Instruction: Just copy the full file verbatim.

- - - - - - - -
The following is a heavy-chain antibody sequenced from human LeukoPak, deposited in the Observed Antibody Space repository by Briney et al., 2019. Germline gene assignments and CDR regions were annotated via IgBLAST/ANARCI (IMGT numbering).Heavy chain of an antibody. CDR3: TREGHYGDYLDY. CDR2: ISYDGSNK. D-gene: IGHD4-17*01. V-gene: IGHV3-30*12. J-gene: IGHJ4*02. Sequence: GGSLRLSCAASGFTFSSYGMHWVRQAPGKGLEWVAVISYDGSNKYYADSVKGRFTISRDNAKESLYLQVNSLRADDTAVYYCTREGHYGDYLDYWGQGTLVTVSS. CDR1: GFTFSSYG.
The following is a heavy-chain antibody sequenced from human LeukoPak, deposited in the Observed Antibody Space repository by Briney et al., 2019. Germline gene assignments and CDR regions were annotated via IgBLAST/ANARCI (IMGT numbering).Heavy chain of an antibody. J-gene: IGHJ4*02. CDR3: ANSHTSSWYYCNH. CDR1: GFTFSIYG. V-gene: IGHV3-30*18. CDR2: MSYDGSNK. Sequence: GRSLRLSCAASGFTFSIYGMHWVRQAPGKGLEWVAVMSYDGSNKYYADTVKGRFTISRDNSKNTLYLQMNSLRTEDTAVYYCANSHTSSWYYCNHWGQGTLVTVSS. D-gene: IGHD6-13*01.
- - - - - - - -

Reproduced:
The following is a heavy-chain antibody sequenced from human LeukoPak, deposited in the Observed Antibody Space repository by Briney et al., 2019. Germline gene assignments and CDR regions were annotated via IgBLAST/ANARCI (IMGT numbering).Heavy chain of an antibody. CDR3: TREGHYGDYLDY. CDR2: ISYDGSNK. D-gene: IGHD4-17*01. V-gene: IGHV3-30*12. J-gene: IGHJ4*02. Sequence: GGSLRLSCAASGFTFSSYGMHWVRQAPGKGLEWVAVISYDGSNKYYADSVKGRFTISRDNAKESLYLQVNSLRADDTAVYYCTREGHYGDYLDYWGQGTLVTVSS. CDR1: GFTFSSYG.
The following is a heavy-chain antibody sequenced from human LeukoPak, deposited in the Observed Antibody Space repository by Briney et al., 2019. Germline gene assignments and CDR regions were annotated via IgBLAST/ANARCI (IMGT numbering).Heavy chain of an antibody. J-gene: IGHJ4*02. CDR3: ANSHTSSWYYCNH. CDR1: GFTFSIYG. V-gene: IGHV3-30*18. CDR2: MSYDGSNK. Sequence: GRSLRLSCAASGFTFSIYGMHWVRQAPGKGLEWVAVMSYDGSNKYYADTVKGRFTISRDNSKNTLYLQMNSLRTEDTAVYYCANSHTSSWYYCNHWGQGTLVTVSS. D-gene: IGHD6-13*01.